The whole pattern of Fig. 2.5.3.24(a), formed by ZOLZ reflections, exhibits a tenfold rotation symmetry and two types of mirror symmetry, the resultant symmetry being expressed as 10mm. The whole pattern of Fig. 2.5.3.24(b), formed by HOLZ reflections, shows a fivefold rotation symmetry and a type of mirror plane, the resultant symmetry being 5m. Figs. 2.5.3.24(c) and (d) show symmetries 6mm and 3m, respectively. Figs. 2.5.3.24(e) and (f) show symmetry 2mm. There are two icosahedral point groups, 235 and (see Table 10.1.4.3 in IT A, 2005). The former is noncentrosymmetric with no mirror symmetry but the latter is centrosymmetric. Table 2.5.3.14 shows the diffraction groups expected from these point groups with the incident beam parallel to the fivefold or tenfold axis, and their symmetries appearing in the WP, BP, DP and ±DP. Projection diffraction groups and their symmetries, in which only the interaction between ZOLZ reflections is taken into account, are given in the second row of each pair. Diffraction groups obtained for the other incidentbeam directions are omitted because they can be seen in Table 2.5.3.3. The wholepattern symmetries observed for betterquality images of Al_{74}Mn_{20}Si_{6} have confirmed the result of Bendersky & Kaufman (1986), i.e. the point group . Fig. 2.5.3.25(a) shows a zoneaxis CBED pattern taken at an electron incidence along the threefold axis. Figs. 2.5.3.25(b) and (c) show ±DPs taken when tilting the incident beam to excite a loworder strong reflection. The pattern of disc +G agrees with that of disc −G when the former is superposed on the latter with a translation of −2G. This symmetry 2_{R} directly proves that the quasicrystal is centrosymmetric, again confirming the point group as . The lattice type was found to be primitive and no dynamical extinction was observed. Thus, the space group of the alloy was determined to be .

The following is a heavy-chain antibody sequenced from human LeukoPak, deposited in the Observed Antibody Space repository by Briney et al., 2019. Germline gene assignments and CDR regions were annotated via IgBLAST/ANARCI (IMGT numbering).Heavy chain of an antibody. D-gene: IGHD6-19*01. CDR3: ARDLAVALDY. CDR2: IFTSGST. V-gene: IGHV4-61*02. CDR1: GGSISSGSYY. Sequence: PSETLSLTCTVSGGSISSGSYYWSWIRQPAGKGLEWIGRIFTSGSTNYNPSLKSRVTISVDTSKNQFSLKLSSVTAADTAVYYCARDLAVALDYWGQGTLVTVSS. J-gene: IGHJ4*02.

Quasicrystals of Al–Mn alloys have been produced by the meltquenching method and are thermodynamically metastable. Tsai et al. (1987) discovered a stable icosahedral phase in Al_{65}Cu_{20}Fe_{15}. This alloy has larger grains and is much better quality with less phason strain than Al_{74}Mn_{20}Si_{6}. The discovery of this alloy greatly accelerated the studies of icosahedral quasicrystals. It was found that the lattice type of this phase and of some other Al–Cu–TM (TM = transition metal) alloys is different from that of Al–Mn alloys. That is, Al–Cu–TM alloys display many additional spots in diffraction patterns of twofold rotation symmetry. The patterns were indexed either by all (six) even or all (six) odd, or by a facecentred (F) lattice. All the icosahedral quasicrystals known to date belong to the point group ; none with the noncentrosymmetric point group 235 have been discovered.
References
International Tables for Crystallography (2005). Vol. A. SpaceGroup Symmetry, edited by Th. Hahn, 5th ed. Heidelberg: Springer.Bendersky, L. A. & Kaufman, M. J. (1986). Determination of the point group of the icosahedral phase in an Al–Mn–Si alloy using convergentbeam electron diffraction. Philos. Mag. B53, L75–L80.
Jarić, M. Y. (1988). Editor. Introduction to Quasicrystals, Vol. 1. New York: Academic Press.
Levine, D. & Steinhardt, P. J. (1984). Quasicrystals – a new class of ordered structures. Phys. Rev. Lett. 53, 2477–2480.
Mackay, A. L. (1982). Crystallography and the Penrose pattern. Physica (Utrecht), 114A, 609–613.
Ogawa, T. (1985). On the structure of a quasicrystal 3dimensional Penrose transformation. J. Phys. Soc. Jpn, 54, 3205–3208.
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Shechtman, D., Blech, I., Gratias, D. & Cahn, J. W. (1984). Metallic phase with longrange orientational order and no translational symmetry. Phys. Rev. Lett. 53, 1951–1953.
Tanaka, M., Terauchi, M. & Sekii, H. (1987). Observation of dynamic extinction due to a glide plane perpendicular to an incident beam by convergentbeam electron diffraction. Ultramicroscopy, 21, 245–250.
Tsai, A. P., Inoue, A. & Masumoto, T. (1987). A stable quasicrystal in Al–Cu–Fe system. Jpn. J. Appl. Phys. Lett. 26, L1505–L1507.